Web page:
Policy and Research Contributions from Pharo Foundation
Pharo Foundation’s Somaliland Early Childhood Education (ECE) Program hhas been a transformative force in shaping Somaliland’s education landscape, well beyond the mere provision of its teaching, into ECE policy and research. Pharo Foundation started the first-ever ECE centers in Somaliland public schools in 2016, allowing children from poor and middle-income families to access quality ECE. We now run 18 ECEs across the country, which cater to more than 1,000 children. Yet from a policy standpoint, we have also co-created the Somaliland National ECE Curriculum with the Ministry of Education, ensuring that all ECE centers follow the same standards and guidelines. From a global research point of view, we are also contributing to the production of global knowledge on ECEs, through the data we collect, as we have conducted the first study in Somaliland that provides evidence of the positive impact of ECE on Somaliland children.
Somaliland is a region that faces poverty and a lack of early childhood education opportunities for many children. Private kindergartens are too expensive for most families, and public schools do not have enough ECE centers. Our Early Childhood Education Program aims to address this gap by partnering with public schools and establishing ECE centers within them. However, the national diffusion of this approach to early years learning was always the ultimate aspiration for us. Hence as part of our mission to support early childhood education (ECE) in Somaliland, we have been working closely with the Ministry of Education and Sciences (Mo&ES) to develop a national ECE curriculum. Our collaboration started in 2015 when we funded the Horn Youth Services Foundation to create a provisional ECE curriculum. Pharo Foundation also trained the first cohort of 28 ECE teachers, who were ready to educate and nurture young Somali children. In 2022, we partnered with the Mo&ES to finalize the national ECE curriculum, which was written in English and made available for all ECE providers. In 2023, we translated the curriculum into Somali. We have been on the front lines of providing early childhood education to children across Somaliland as it is essential for their development and academic success.
Meanwhile, existing research has shown that ECEs can have a lasting impact on children’s educational and social outcomes, particularly children who come from lower socioeconomic backgrounds. One such study is the High/Scope Perry Preschool Study. This study is a “scientific experiment that has identified both the short- and long-term effects of a high-quality preschool education program for young children living in poverty.”
The High/Scope study followed 123 low-income African American children from ages 3 to 40. Half of the children received early education which was based on the High/Scope curriculum while the other half did not receive any preschool education.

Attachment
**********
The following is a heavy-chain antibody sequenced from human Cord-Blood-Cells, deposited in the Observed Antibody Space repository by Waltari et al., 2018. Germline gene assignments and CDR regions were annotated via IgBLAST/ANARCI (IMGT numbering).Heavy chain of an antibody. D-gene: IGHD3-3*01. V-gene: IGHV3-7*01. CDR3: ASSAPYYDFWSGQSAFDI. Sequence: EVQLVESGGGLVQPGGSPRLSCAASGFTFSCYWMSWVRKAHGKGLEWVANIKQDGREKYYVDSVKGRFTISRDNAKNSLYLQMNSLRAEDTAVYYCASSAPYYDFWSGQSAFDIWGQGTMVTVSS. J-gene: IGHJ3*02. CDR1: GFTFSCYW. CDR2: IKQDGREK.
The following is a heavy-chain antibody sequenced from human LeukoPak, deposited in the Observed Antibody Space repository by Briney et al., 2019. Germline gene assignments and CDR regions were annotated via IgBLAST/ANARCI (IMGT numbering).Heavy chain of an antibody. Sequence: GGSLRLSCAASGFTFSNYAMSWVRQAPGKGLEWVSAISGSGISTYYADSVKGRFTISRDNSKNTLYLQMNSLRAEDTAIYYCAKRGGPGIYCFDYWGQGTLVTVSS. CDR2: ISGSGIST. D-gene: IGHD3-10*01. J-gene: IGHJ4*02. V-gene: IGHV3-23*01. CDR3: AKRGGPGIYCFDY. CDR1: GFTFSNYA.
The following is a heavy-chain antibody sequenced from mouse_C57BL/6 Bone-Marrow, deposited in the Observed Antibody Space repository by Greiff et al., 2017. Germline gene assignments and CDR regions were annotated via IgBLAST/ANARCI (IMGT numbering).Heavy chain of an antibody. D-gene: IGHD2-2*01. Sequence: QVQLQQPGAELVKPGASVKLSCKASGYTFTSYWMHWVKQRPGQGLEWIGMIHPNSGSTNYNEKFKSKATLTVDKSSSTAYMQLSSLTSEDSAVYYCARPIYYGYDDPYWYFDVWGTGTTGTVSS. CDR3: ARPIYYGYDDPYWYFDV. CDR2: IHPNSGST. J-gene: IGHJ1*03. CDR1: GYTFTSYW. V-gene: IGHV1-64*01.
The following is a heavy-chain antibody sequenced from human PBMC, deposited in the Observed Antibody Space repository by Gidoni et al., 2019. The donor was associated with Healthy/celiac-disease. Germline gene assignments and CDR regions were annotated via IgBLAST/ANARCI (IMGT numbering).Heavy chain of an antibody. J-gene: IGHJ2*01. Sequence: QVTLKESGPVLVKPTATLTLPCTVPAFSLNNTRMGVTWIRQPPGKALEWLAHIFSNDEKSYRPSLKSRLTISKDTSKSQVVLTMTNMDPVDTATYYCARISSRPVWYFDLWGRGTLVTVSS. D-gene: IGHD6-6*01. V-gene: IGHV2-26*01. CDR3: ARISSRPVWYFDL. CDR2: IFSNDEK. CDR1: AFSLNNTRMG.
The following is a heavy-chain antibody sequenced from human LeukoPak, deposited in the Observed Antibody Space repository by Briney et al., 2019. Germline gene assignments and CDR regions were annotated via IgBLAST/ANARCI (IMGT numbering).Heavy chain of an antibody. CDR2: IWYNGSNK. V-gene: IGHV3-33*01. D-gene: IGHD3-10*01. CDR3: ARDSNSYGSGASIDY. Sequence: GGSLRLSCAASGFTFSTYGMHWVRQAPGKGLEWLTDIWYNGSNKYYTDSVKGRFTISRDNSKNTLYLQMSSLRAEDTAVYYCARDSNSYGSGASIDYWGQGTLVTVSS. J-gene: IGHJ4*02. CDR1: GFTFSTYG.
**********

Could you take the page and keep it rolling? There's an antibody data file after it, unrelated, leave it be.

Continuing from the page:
Following the children, until they were 40, the study collected data on the effects early education had on their lives outcomes such as educational status, income, health and even on their behaviours.
The study found that “The program group significantly outperformed the non-program group on highest level of schooling completed,” and that more program groups were economically performing better.
The High/Scope Perry Preschool Study provides strong evidence on the importance of early education and its everlasting impact. The study concludes that “high-quality preschool programs for young children living in poverty contribute to their intellectual and social development in childhood and their school success, [and] economic performance.”
However, there has been no evidence of the importance of early education in Somaliland. Hence Pharo Foundation decided to carry out a quasi-experimental study to measure the impact and effectiveness of our Early Childhood Education Program in Berbera, Somaliland. The study used the International Development Educational Learning Assessment (IDELA), a standardized tool that measures the outcomes of a child’s learning and development in the areas of emergent literacy, emergent numeracy, social-emotional development, and executive functions.
In this experiment, 85 students in a control group were compared with 80 students in the treatment group, measuring their IDELA scores at the beginning and end of the program. The results showed that the treatment group had scored higher in tests. Relative to the comparison group, enrolled children demonstrated a 15 p.p. increase in average scores (equivalent to a standard deviation), with the largest gains occurring along the emergent literacy dimension. Although this effect is derived from a small sample in a single school (in its first year of operation), its magnitude is larger than those documented in much of the education research literature. We expect to release a detailed summary of findings in 2024.